Once you have investigated and summarised your research, you will then make a short video presentation that explains what the community media café you looked at is about.

This video should last no longer than three minutes and should include images, screen grabs, and other forms of media you think is appropriate. You must record a voiceover narration. Any video without a narration will automatically be marked at 0%.

You will post your video to your DMU Commons Blog, using the category DIY-DMU so that it can be shared on the DIY-DMU site

  • Minimum Work: DMU Commons wiki page section, blog and five-minute video presentation.
  • Deadline: 10am Monday 6th November 2017
  • Submission: Individual links clearly marked on your DMU Commons Wiki Profile.
  • Marking & Feedback: 10am Monday 4th December 2017

TECH2503-18 Component A - Brief & Assessment Criteria

Component B - What is a Community Media Café? (15%)

For this assignment, though, you will investigate a topic of social concern that is associated with communities in Leicester that you want to address, and what events, activities and information you can include in your community media café events that will highlight and raise these topics of concern.

For this assignment, you will research and write about these issues, as they are discussed and talked about in newspaper articles, in blog sites, in chat rooms, and so on. But particularly you will look at different types of community media cafes and how they have been used to tackle some of these issues. Your blogs will summarise the key issues of concern, and will use quotes, links and screengrabs to demonstrate what is being discussed in these articles and threads.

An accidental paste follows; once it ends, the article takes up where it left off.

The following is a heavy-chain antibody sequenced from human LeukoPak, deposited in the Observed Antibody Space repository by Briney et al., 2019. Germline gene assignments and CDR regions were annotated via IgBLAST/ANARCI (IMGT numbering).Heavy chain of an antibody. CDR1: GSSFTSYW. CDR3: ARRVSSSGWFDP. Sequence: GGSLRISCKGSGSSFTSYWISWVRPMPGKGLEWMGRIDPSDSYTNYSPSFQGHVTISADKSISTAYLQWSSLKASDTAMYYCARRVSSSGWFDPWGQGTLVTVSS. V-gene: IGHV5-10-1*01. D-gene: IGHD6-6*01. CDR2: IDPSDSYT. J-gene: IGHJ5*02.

This assignment consists of investigation and research into your chosen social topic for component C of your coursework, as well as the practical planning that you need to undertake in order to run a community media café successfully. This means discussing ideas with members of your group, finding out if other people have undertaken similar community projects, and explaining how these projects work.

A new system is being introduced this year that will help to organise contacts and schedule mailshots and other forms of electronic communication

You can discuss your plans using the discussion tab of the Community Media Café page on the DMU Commons Wiki, or you can use the DMU Commons discussion forum

  • Minimum Work: Five blog posts, at least on per week published from week 6 to Week 11.
  • Deadline: Week 12 (1st week of Christmas break), 10am Monday 18th December.
  • Submission: Individual Links clearly marked on your DMU Commons Wiki Profile.
  • Marking & Feedback by: 10am 22nd January 2018.

TECH2503-18 Coursework B - Brief & Assessment Criteria

Component C - Community Media Cafe (30%)

Your task in this assignment is to take on the role of a host for a community media café which will be held weekly as a venue in Leicester. Your tutor will guide you and help you to develop the skills that you need to do this, and will help you to identify the communities that you will be working with. You will be undertaking the following tasks: